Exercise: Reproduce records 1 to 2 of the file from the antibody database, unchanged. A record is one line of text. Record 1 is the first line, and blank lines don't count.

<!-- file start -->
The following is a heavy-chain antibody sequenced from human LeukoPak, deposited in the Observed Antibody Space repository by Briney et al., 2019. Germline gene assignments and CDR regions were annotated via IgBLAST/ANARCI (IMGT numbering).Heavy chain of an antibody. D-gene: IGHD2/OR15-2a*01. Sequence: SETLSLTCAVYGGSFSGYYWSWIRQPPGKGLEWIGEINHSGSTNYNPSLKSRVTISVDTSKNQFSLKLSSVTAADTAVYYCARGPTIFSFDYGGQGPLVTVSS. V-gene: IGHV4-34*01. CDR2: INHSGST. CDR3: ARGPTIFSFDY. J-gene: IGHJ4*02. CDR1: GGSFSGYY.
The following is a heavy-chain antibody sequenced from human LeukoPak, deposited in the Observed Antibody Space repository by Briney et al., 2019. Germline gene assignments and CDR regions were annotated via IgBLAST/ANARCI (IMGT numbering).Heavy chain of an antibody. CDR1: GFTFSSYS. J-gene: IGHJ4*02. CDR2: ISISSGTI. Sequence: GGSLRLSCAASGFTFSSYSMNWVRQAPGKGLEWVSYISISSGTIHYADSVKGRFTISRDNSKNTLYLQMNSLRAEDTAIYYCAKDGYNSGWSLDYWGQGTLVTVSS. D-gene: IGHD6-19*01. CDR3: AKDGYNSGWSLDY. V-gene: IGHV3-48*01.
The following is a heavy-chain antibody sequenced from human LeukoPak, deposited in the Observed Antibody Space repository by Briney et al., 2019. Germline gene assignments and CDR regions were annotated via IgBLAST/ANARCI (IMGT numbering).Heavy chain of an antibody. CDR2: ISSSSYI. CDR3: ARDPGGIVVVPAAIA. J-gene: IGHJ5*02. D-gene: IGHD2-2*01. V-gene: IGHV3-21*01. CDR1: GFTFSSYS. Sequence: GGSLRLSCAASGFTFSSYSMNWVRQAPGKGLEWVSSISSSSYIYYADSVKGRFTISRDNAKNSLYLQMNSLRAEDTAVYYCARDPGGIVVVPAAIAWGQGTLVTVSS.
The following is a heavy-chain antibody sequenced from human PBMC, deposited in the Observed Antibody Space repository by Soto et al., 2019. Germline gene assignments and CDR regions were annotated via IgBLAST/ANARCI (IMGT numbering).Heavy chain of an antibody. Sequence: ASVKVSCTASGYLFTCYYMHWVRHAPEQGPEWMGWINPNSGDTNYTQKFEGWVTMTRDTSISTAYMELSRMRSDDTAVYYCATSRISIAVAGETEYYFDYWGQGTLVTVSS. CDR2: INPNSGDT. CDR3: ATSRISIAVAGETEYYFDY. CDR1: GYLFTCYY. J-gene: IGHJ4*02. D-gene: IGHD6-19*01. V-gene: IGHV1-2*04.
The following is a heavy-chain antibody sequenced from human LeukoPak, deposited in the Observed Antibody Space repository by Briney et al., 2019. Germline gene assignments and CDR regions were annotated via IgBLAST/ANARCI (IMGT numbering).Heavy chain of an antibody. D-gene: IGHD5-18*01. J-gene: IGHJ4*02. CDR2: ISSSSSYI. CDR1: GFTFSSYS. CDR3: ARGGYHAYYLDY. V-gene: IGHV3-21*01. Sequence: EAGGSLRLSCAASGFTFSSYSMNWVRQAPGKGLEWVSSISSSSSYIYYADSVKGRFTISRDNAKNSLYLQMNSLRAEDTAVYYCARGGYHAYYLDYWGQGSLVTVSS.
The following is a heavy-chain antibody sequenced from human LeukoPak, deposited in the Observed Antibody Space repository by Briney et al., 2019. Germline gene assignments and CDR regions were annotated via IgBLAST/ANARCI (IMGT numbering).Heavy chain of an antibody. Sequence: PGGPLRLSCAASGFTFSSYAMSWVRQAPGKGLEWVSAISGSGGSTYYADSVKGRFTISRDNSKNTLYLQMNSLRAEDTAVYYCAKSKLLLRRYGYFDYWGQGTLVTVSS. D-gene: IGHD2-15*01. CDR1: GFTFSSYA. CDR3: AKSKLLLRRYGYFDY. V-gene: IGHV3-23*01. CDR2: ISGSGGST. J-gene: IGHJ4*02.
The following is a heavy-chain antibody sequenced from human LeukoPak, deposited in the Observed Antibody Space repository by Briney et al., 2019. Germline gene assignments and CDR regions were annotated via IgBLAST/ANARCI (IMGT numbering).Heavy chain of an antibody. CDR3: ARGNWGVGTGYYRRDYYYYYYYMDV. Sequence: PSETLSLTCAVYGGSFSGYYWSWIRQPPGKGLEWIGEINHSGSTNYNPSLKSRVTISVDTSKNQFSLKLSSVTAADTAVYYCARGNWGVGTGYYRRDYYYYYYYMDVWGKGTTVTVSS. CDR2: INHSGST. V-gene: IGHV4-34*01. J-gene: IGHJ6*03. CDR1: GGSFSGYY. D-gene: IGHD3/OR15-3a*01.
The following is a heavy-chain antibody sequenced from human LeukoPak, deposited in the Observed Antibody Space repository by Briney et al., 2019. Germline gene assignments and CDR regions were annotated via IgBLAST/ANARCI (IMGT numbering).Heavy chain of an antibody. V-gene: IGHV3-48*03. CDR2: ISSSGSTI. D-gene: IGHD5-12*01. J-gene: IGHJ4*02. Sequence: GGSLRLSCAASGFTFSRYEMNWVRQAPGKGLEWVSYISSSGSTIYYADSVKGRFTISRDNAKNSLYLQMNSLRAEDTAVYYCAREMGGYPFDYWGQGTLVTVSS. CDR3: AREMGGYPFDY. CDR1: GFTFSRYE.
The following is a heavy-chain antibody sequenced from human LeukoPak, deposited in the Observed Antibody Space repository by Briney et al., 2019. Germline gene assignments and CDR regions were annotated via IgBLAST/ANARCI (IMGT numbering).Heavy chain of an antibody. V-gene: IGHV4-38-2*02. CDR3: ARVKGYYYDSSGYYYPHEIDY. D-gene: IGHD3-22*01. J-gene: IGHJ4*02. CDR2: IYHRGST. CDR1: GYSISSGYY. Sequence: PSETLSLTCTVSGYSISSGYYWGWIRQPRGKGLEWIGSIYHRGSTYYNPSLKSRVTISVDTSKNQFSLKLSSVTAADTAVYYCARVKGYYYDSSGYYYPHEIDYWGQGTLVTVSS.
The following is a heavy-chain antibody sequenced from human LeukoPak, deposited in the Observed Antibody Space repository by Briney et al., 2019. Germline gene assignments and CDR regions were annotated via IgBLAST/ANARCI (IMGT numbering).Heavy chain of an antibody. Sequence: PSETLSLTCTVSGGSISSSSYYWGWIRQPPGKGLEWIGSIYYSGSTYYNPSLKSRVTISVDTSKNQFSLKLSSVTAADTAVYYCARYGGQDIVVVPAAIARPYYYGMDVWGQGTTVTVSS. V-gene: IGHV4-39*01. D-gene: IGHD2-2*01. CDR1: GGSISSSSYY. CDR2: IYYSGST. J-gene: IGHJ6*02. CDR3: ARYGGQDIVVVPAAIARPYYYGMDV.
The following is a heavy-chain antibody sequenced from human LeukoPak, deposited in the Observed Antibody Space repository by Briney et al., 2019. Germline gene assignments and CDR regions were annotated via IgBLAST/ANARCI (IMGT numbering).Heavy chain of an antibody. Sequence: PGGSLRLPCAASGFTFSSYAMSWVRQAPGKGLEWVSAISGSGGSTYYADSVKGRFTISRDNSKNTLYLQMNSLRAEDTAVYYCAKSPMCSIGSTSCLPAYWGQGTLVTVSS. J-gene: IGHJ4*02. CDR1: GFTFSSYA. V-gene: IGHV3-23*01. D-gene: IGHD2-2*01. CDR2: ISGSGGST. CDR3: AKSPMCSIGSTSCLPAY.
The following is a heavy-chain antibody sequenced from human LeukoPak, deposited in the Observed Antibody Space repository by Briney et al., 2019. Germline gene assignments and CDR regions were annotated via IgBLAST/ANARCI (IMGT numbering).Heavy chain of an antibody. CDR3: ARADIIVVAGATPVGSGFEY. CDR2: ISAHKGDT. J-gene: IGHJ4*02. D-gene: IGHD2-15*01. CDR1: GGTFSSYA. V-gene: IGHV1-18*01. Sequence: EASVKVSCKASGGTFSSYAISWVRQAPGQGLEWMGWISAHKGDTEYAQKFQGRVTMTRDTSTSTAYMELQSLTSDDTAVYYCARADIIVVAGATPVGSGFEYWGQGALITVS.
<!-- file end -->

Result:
The following is a heavy-chain antibody sequenced from human LeukoPak, deposited in the Observed Antibody Space repository by Briney et al., 2019. Germline gene assignments and CDR regions were annotated via IgBLAST/ANARCI (IMGT numbering).Heavy chain of an antibody. D-gene: IGHD2/OR15-2a*01. Sequence: SETLSLTCAVYGGSFSGYYWSWIRQPPGKGLEWIGEINHSGSTNYNPSLKSRVTISVDTSKNQFSLKLSSVTAADTAVYYCARGPTIFSFDYGGQGPLVTVSS. V-gene: IGHV4-34*01. CDR2: INHSGST. CDR3: ARGPTIFSFDY. J-gene: IGHJ4*02. CDR1: GGSFSGYY.
The following is a heavy-chain antibody sequenced from human LeukoPak, deposited in the Observed Antibody Space repository by Briney et al., 2019. Germline gene assignments and CDR regions were annotated via IgBLAST/ANARCI (IMGT numbering).Heavy chain of an antibody. CDR1: GFTFSSYS. J-gene: IGHJ4*02. CDR2: ISISSGTI. Sequence: GGSLRLSCAASGFTFSSYSMNWVRQAPGKGLEWVSYISISSGTIHYADSVKGRFTISRDNSKNTLYLQMNSLRAEDTAIYYCAKDGYNSGWSLDYWGQGTLVTVSS. D-gene: IGHD6-19*01. CDR3: AKDGYNSGWSLDY. V-gene: IGHV3-48*01.